How does a Diesel Particulate Filter work?

How does a Diesel Particulate Filter work?

The exhaust emissions standards for new cars have effectively required fitment of a Diesel Particulate Filter (DPF) in the exhaust of diesel cars since 2009; this is when the ‘Euro 5’ standard as we know it came into force. In fact, many cars registered before 2009 will have had one fitted too, in anticipation of the change in standards.

Although the enforcement of these standards aims to deliver an 80% reduction in diesel particulate (soot) emissions, the technology certainly doesn’t come without its problems. Indeed, many of our independent garage customers are regularly getting visits from car owners, who have experienced an illuminated warning light or dashboard messages relating to a blocked DPF filter.

How do they work?

DPFs, or ‘traps’, do just that: they catch soot in the exhaust. As with any filter, they have to be emptied regularly to maintain performance. For a DPF, this process is called ‘regeneration’ – the collected soot is burnt off at a high temperature to leave only a tiny ash residue.

This regeneration process falls into two categories: ‘passive’ or ‘active’.

Passive regeneration

This takes place automatically on motorway type runs when the exhaust temperature is high. Because many cars don’t get this sort of use, VMs have to design an ‘active’ regeneration function where the ECU takes control of the process.

Active regeneration

When the soot loading in the filter reaches a set limit (about 45%) the ECU will initiate post-combustion fuel injection to increase the exhaust temperature and trigger regeneration. If the journey is a bit stop/start, or you take your foot off the accelerator while the regeneration is in progress, it may not complete and the warning light will come on to show that the filter is partially blocked.

It should be possible to start a complete regeneration and clear the warning light by driving for 10 minutes or so at speeds greater than 40mph. If the regeneration is unsuccessful, the extra fuel injected will not burn and will drain into the sump. In-turn, this will cause the oil quality to deteriorate and the level will rise. It is important to check that the oil level doesn’t increase above the maximum level on the dipstick as diesel engines can run on excess engine oil – often to the point of destruction.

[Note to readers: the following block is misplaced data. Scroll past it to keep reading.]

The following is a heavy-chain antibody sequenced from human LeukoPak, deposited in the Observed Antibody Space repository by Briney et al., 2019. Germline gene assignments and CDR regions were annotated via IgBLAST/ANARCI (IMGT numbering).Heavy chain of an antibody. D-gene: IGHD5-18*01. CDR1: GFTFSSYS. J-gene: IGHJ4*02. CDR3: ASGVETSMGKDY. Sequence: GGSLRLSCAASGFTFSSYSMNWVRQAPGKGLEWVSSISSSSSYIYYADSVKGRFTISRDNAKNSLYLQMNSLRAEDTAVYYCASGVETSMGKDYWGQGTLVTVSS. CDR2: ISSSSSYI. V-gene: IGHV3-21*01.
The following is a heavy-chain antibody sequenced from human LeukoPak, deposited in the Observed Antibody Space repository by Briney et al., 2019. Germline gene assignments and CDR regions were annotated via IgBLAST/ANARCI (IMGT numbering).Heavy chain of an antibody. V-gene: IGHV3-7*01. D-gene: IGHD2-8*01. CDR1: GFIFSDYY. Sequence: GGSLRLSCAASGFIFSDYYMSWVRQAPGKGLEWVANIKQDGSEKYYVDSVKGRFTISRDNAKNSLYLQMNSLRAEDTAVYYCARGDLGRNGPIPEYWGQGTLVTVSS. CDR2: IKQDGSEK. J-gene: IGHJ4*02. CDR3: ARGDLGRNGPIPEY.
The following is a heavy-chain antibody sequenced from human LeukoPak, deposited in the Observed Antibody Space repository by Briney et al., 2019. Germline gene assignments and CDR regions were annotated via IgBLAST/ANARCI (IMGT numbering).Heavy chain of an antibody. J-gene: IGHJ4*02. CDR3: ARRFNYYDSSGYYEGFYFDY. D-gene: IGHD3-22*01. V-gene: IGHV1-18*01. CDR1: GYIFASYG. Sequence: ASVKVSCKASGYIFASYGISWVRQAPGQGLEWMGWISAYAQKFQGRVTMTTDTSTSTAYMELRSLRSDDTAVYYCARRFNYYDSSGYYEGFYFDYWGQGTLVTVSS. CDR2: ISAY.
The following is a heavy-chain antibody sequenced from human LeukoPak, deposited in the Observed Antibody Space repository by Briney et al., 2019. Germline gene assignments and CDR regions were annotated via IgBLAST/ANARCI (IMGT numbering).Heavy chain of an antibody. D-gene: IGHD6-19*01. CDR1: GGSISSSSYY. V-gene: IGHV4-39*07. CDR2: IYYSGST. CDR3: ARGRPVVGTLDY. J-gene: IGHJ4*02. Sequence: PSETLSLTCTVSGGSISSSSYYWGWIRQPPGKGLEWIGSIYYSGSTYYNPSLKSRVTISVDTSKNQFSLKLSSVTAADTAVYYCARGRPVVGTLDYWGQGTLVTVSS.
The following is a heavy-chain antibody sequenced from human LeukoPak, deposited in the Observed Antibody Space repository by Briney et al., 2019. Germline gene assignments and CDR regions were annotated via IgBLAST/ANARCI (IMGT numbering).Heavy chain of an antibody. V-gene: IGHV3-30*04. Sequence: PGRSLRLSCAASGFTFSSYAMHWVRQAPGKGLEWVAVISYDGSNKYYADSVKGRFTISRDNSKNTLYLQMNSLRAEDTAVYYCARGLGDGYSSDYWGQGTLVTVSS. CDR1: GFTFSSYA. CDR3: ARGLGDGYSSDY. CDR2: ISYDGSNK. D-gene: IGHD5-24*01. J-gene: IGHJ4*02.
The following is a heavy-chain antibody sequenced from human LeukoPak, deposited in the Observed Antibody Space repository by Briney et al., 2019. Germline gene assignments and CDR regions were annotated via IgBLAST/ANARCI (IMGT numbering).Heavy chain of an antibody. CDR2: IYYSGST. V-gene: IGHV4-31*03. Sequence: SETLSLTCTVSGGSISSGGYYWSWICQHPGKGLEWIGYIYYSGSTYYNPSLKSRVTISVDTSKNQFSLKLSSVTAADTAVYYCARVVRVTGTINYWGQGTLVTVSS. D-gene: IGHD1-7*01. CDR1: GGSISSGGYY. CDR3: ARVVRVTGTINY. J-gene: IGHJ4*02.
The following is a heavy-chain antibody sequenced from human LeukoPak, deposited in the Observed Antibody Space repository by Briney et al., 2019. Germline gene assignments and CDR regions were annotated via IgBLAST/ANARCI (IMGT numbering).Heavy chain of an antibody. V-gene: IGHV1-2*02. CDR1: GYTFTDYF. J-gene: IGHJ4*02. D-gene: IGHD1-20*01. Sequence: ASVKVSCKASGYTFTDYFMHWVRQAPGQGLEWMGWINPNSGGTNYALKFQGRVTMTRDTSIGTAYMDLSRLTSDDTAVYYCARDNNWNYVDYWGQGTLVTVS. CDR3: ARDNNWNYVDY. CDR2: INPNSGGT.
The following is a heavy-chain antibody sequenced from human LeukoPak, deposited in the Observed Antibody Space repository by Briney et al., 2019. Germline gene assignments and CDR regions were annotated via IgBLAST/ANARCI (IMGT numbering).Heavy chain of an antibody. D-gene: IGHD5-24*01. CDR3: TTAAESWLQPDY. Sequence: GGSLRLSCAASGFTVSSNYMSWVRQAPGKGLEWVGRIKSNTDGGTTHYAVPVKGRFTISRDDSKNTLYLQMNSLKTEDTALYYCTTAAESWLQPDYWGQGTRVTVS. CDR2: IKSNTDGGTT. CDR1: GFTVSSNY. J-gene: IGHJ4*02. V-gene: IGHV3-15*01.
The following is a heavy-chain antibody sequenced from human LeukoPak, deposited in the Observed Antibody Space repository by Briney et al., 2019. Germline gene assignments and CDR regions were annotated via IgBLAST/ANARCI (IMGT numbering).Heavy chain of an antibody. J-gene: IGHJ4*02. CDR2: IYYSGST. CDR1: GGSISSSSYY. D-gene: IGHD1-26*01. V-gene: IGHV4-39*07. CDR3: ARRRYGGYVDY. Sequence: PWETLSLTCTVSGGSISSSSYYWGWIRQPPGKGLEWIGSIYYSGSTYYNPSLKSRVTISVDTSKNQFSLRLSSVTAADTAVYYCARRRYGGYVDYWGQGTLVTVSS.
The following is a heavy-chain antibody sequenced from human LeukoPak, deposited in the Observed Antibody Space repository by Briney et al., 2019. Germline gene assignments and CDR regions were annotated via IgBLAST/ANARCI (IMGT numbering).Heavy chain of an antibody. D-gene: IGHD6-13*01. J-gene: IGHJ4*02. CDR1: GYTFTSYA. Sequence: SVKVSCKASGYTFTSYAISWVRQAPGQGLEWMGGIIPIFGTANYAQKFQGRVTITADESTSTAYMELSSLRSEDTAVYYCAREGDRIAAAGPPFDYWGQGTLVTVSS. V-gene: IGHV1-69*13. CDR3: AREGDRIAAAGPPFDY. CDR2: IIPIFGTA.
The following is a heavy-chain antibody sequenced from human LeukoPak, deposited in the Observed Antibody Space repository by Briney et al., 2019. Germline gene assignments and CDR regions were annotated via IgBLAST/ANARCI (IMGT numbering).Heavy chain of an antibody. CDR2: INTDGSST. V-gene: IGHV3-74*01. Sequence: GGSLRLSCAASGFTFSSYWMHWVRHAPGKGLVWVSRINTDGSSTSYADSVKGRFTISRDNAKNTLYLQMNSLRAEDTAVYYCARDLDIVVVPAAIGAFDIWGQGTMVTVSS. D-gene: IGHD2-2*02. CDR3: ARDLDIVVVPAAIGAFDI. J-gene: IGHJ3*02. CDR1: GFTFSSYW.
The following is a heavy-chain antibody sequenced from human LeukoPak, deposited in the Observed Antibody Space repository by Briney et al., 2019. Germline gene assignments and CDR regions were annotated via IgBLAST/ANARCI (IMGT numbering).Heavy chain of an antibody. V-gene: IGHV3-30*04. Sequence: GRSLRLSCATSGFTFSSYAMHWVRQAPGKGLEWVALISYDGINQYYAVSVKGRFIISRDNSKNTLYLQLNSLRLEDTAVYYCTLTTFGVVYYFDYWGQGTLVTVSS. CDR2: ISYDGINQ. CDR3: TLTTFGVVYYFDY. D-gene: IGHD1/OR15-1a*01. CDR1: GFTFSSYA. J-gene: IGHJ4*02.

If the driver ignores the warning light and continues driving in a relatively slow, stop/start pattern, soot loading will continue to build up until around 75% when you can expect to see other dashboard warning lights coming on too.

At this point driving at speed alone won’t be enough and the driver will have to take the car to the dealer for regeneration.

Dealer or no dealer?

Although a trip to the dealer is still all too common in this circumstance, that last sentence is not strictly true as some diagnostic tools these days offer the independent garage the capability to perform a ‘forced’ or ‘static’ regeneration in the workshop.

The Socio 400 diagnostic tool from TecnoDiagnostics is a good example as this utilises the best features of the Socio 300 Premium and the Socio 600 Premium tools by combining the use of a handheld unit with laptop-based software. A ‘forced’ DPF regeneration is just one of the functions that the tool boasts and we’ll show you an example of this in a later website article.

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